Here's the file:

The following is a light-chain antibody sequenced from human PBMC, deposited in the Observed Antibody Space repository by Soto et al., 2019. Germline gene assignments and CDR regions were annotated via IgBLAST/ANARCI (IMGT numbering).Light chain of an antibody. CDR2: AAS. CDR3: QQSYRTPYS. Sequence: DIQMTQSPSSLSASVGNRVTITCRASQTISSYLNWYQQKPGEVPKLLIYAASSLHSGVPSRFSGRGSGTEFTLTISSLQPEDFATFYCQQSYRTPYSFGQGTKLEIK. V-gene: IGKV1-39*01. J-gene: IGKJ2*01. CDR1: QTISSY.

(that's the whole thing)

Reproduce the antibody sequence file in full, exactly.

The following is a light-chain antibody sequenced from human PBMC, deposited in the Observed Antibody Space repository by Soto et al., 2019. Germline gene assignments and CDR regions were annotated via IgBLAST/ANARCI (IMGT numbering).Light chain of an antibody. CDR2: AAS. CDR3: QQSYRTPYS. Sequence: DIQMTQSPSSLSASVGNRVTITCRASQTISSYLNWYQQKPGEVPKLLIYAASSLHSGVPSRFSGRGSGTEFTLTISSLQPEDFATFYCQQSYRTPYSFGQGTKLEIK. V-gene: IGKV1-39*01. J-gene: IGKJ2*01. CDR1: QTISSY.